I used to work at a golf course that hosted a lot of shotgun start tournaments. Without fail, at every tournament, golfers would get lost on their way to their carts or to their starting hole. This would delay the tournament, frustrating guests and costing the course money.
“Could I put a sign up here?”, I asked one day, as a fifteen-year-old rookie, whose job description consisted mostly of cleaning golf carts, cleaning golf clubs, and cleaning golf shoes.
“What?” Asked my boss, an overworked golf pro.
“I’ve noticed that golfers are usually distracted before tournaments, so for today’s tournament, could I put a sign right here that shows them which direction to go?”
Luckily he was too busy to say no, so I went for it. There were still a few hiccups, but that tournament went noticeably smoother than most.
Over the next few summers, I went on to experiment with signs, instructions, barriers, and more, taking note of what worked and what didn’t. I really enjoyed working out these logistics and trying to get into guests’ heads. My boss appreciated it too!
That’s how I try to approach my life and career: always trying new things and moving towards what works.
Iterating My Way to Success
In university, I studied Chemical Engineering. I was actually pretty good at it, graduating with honors and picking up strong analytical, mathematical, and problem-solving skills. However, I enjoyed my programming courses much more than my chemistry courses or my summer job and internship. Don’t get me wrong, I still love chemistry and until recently gave regular chemistry presentations to youngsters, but software is my passion.
Quality Assurance Engineer
Luckily, after graduation, I was hired by CMG, an Oil and Gas Software Company. There, I spent two years as a QA Engineer gaining an eye for detail and a knack for breaking things. Also, I learned to communicate diplomatically, especially to the developers who I was assigning bugs to.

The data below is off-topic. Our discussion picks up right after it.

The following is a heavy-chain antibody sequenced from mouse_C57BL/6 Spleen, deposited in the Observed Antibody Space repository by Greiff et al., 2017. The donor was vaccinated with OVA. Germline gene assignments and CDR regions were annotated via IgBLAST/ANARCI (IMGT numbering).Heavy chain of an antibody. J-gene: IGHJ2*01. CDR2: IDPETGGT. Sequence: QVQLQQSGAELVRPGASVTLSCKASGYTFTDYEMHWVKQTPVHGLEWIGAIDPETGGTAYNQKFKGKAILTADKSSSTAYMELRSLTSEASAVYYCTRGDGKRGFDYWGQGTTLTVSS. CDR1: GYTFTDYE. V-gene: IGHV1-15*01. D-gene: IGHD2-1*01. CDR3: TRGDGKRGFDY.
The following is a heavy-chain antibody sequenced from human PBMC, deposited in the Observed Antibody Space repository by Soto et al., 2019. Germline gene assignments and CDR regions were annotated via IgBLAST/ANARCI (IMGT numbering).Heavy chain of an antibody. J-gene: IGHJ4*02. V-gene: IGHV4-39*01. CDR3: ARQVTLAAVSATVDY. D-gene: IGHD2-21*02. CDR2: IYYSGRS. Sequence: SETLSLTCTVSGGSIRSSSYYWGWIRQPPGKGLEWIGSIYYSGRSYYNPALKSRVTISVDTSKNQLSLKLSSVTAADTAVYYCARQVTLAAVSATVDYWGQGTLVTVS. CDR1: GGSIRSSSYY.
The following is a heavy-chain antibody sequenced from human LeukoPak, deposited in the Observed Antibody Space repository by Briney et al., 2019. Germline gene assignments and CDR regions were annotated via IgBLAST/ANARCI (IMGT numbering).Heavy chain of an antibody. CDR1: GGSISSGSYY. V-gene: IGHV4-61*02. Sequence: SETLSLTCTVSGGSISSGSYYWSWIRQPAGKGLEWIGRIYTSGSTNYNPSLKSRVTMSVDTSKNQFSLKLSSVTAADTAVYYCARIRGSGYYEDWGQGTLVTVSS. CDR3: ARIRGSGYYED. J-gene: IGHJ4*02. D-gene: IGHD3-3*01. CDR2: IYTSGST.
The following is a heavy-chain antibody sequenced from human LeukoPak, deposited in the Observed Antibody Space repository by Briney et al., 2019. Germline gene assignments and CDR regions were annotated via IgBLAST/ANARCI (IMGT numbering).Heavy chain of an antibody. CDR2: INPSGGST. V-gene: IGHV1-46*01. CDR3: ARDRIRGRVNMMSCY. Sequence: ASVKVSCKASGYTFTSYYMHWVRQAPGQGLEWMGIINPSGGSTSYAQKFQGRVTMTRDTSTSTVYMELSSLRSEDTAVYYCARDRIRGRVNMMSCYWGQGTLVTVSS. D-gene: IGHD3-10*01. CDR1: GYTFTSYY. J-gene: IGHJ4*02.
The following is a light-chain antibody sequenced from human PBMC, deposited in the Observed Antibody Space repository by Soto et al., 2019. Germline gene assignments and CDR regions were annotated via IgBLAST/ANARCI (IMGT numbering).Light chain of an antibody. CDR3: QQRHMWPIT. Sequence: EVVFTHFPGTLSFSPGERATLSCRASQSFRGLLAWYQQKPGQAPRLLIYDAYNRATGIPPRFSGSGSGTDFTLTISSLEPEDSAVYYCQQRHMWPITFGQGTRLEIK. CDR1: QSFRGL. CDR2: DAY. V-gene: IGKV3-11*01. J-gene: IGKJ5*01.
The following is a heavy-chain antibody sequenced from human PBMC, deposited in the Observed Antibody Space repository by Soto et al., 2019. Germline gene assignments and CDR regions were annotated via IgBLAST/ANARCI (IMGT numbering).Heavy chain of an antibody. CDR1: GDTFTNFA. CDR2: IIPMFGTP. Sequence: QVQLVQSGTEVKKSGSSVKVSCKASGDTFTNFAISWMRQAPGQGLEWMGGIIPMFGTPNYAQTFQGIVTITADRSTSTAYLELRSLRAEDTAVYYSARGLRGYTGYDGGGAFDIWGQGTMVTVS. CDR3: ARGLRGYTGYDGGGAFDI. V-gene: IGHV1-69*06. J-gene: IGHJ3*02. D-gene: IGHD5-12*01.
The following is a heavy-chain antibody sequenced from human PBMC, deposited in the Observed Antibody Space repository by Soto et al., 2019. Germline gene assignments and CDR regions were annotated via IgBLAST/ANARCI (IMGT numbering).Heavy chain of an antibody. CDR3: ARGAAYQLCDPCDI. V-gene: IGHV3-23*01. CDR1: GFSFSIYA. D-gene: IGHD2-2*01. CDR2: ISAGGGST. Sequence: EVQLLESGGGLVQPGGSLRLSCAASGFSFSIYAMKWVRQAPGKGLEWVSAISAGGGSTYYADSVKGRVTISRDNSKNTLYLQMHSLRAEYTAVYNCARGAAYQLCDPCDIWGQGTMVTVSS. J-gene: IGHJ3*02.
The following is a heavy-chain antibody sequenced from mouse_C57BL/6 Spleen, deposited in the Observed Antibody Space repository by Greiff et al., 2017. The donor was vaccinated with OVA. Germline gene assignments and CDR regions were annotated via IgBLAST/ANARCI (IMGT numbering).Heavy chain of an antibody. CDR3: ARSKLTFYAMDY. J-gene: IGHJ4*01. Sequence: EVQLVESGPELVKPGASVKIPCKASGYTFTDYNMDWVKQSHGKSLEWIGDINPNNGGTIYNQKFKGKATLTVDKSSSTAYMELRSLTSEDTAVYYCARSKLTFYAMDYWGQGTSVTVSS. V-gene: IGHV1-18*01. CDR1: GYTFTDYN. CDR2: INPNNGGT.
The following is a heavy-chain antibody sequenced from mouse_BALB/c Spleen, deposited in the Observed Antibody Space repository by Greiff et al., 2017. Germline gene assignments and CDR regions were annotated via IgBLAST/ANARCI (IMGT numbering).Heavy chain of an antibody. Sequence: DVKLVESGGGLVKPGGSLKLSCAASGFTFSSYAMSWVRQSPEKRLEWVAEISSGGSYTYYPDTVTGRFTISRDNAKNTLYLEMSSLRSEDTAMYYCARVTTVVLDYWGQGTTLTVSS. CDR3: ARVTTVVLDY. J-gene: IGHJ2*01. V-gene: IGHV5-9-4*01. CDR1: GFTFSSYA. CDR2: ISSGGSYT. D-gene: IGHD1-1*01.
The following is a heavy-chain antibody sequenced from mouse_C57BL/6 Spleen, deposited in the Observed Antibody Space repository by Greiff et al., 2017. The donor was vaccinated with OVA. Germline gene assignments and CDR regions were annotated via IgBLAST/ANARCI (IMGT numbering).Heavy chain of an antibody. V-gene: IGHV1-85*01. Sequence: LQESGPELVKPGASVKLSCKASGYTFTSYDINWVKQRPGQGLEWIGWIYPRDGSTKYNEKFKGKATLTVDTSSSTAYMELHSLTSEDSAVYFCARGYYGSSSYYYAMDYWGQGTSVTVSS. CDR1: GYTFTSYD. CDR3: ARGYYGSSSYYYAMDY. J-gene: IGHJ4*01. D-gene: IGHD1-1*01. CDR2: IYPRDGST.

CMG then promoted me into C++ programming. I was on a team of two developers responsible for the back-end logic and the user interface of a new feature. I had to learn to debug some tough problems because we were adding on to a legacy application, with some parts of the code over a decade old.
User Experience Practitioner
I had no idea how to design my UI, so I learned as much as I could about User Experience. I read all of the classics: Cooper, Norman, Krug, and more. I took courses and attended meetups. Meanwhile, I performed competitive analysis, sketched ideas and wireframes, presented them to stakeholders, coordinated usability tests and user interviews, and involved as many coworkers as possible. It was just like the golf course, only I was moving around pixels and labels instead of signs and instructions.
As much as I loved CMG, life overseas was calling to me. In October 2015, my girlfriend and I packed up and moved from Calgary, Canada to London, UK. Steve Krug has compared Usability Testing to travel, calling them both a broadening experience. I couldn’t agree more.
My next adventure?
I’m now working on Financial Software for Wall Street Systems, but I love interesting side-projects. In addition to adding value with my C++ skills, I’m hoping to improve my self-taught UX techniques, work on web development, and possibly even learn about functional programming.
If you’d like to work with a developer who:
- is always learning,
- loves a challenge,
- loves users, and
- can organize a mean golf tournament
Please get in touch!